Murchison Falls National Park

Murchison Falls National Park lies at the northern end of the Albertine Rift Valley, where the sweeping Bunyoro escarpment merges into a vast, palm-dotted savannah. Gazetted as a game reserve in 1926 and elevated to park status in 1952, it is Uganda’s oldest protected areas. It is also the largest. Combined with the contiguous Karuma and Bugungu wildlife reserves, it covers 5072km, home to 76 species of mammals and over 451 bird species.

The Victoria Nile bisects the national park, racing westwards for 80km over a series of rapids before exploding through a narrow (6m) gap in the remnant rift valley cliffs. This 45m plunge drains the last of the river’s energy transforming the torrent into a broad, placid stream that flows quietly across the rift valley floor towards Lake Albert.

The river below the Falls provides one of Uganda’s finest wildlife spectacles. Regular visitors to the riverbank include elephants, giraffes and buffaloes, while hippos, Nile crocodiles and aquatic birds are permanent residents.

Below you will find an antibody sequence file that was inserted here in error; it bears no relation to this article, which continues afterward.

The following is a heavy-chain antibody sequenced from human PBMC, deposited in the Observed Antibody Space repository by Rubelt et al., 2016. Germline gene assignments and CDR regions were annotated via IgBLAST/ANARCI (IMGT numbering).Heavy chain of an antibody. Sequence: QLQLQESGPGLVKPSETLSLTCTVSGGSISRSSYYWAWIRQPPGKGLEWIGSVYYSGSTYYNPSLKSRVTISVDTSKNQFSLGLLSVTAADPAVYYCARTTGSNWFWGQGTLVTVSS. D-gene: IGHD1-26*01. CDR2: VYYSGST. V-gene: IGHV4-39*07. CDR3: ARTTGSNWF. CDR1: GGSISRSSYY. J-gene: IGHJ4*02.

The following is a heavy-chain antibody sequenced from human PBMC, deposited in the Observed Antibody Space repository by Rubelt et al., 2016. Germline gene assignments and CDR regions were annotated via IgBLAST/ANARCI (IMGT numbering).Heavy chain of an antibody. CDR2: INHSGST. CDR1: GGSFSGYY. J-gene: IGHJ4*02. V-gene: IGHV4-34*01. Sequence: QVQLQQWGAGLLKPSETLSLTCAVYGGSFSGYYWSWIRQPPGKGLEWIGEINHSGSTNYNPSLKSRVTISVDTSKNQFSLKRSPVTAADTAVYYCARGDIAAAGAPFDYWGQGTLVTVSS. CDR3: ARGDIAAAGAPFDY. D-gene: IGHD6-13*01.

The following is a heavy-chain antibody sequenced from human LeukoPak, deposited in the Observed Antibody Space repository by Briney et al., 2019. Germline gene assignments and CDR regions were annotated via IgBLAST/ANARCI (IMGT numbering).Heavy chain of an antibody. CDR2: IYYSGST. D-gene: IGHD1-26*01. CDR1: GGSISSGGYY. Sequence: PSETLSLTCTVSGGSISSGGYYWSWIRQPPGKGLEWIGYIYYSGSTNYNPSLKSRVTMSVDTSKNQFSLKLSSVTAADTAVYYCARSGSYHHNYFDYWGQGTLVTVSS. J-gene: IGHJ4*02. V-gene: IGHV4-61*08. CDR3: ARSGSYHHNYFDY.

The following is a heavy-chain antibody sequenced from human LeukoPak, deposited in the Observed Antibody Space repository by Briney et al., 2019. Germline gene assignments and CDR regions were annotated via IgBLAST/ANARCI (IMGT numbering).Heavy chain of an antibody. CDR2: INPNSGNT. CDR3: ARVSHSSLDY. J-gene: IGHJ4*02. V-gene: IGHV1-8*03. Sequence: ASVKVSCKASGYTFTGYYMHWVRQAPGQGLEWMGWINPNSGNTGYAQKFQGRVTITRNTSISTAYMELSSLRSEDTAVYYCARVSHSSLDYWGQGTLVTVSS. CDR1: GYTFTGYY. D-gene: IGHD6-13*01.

What to Do:

  • Bird watching – Birding activities overlap with the wildlife viewing
  • Delta boat cruises – Boats run downriver from Paraa to the Nile Delta
  • Nature walks – primarily done in Kaniyo Pabidi and Robongo forest.
  • Game drive – The park’s prime game viewing area lies on the Buligi Peninsula, a triangle of grassland bounded by the Victoria Nile entering Lake Albert and the Albert Nile.
  • Cultural encounters – Energetic dancers from Mubako perform around lodge campfires, making for a magical African experience at dusk.
  • Sportfishing – the river below Murchison Falls provides an exciting challenge for anglers with the record for Nile perch landed with rod and line standing at a hefty 108kg.

Getting There:

  • Air Pakuba Airfield, 19km from North Paraa, can be reached using chartered aircraft from Entebbe International Airport or Kajjansi airfield near Kampala.
  • Southern Entrance Gates, which is 305km from Kampala, takes four to five hours to the southern entrance gate. The Kampala-Pakwach road crosses the Nile at Karuma Falls in the north-eastern corner of the park, 260kms from Kampala.

Best Time to Visit:

The best time to visit is during the dry seasons, from December to late February and June to September. The animals congregate around water bodies, making them easier to observe. The best time for bird watching is January-March, which has plenty of bird activity with fewer tourists.